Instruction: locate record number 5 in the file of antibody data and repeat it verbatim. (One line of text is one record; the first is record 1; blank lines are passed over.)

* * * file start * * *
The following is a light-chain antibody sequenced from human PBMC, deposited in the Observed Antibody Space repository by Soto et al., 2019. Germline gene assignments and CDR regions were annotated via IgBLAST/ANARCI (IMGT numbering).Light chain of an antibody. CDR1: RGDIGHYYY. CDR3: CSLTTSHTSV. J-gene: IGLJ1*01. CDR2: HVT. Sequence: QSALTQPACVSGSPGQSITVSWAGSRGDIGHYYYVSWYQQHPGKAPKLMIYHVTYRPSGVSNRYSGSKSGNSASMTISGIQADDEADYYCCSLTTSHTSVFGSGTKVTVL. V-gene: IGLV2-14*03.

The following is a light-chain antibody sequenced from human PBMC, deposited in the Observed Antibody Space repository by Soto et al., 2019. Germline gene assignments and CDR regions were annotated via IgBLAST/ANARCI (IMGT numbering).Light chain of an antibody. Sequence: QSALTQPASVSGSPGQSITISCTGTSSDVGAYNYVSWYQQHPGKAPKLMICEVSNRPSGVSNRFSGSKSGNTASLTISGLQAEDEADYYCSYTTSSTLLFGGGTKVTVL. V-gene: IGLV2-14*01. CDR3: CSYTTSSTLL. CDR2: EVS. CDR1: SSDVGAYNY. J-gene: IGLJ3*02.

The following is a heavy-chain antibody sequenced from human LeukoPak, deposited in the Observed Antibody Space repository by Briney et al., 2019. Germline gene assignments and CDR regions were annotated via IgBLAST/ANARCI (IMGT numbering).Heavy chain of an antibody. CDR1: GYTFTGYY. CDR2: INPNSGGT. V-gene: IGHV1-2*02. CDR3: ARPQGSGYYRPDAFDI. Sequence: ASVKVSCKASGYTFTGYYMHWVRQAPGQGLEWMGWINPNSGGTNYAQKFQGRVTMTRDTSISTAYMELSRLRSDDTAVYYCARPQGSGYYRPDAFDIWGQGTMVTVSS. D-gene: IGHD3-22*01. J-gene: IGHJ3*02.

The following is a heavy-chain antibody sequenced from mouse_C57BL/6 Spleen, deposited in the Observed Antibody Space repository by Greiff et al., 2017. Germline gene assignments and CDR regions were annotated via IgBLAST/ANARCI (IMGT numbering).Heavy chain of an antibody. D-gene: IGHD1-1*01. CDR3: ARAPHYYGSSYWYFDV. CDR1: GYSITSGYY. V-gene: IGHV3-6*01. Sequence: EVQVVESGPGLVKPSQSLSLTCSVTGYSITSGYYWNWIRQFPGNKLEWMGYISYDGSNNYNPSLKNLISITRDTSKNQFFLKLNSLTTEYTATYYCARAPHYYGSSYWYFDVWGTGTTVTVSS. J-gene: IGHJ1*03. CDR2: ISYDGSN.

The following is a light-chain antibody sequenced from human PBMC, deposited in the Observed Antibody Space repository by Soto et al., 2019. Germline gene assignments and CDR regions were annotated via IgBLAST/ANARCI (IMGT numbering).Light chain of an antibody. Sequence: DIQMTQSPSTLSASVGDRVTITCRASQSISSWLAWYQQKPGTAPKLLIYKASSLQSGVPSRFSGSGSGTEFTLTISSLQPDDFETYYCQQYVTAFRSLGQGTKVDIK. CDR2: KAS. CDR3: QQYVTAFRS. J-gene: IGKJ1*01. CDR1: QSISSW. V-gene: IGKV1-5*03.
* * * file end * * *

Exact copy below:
The following is a light-chain antibody sequenced from human PBMC, deposited in the Observed Antibody Space repository by Soto et al., 2019. Germline gene assignments and CDR regions were annotated via IgBLAST/ANARCI (IMGT numbering).Light chain of an antibody. Sequence: DIQMTQSPSTLSASVGDRVTITCRASQSISSWLAWYQQKPGTAPKLLIYKASSLQSGVPSRFSGSGSGTEFTLTISSLQPDDFETYYCQQYVTAFRSLGQGTKVDIK. CDR2: KAS. CDR3: QQYVTAFRS. J-gene: IGKJ1*01. CDR1: QSISSW. V-gene: IGKV1-5*03.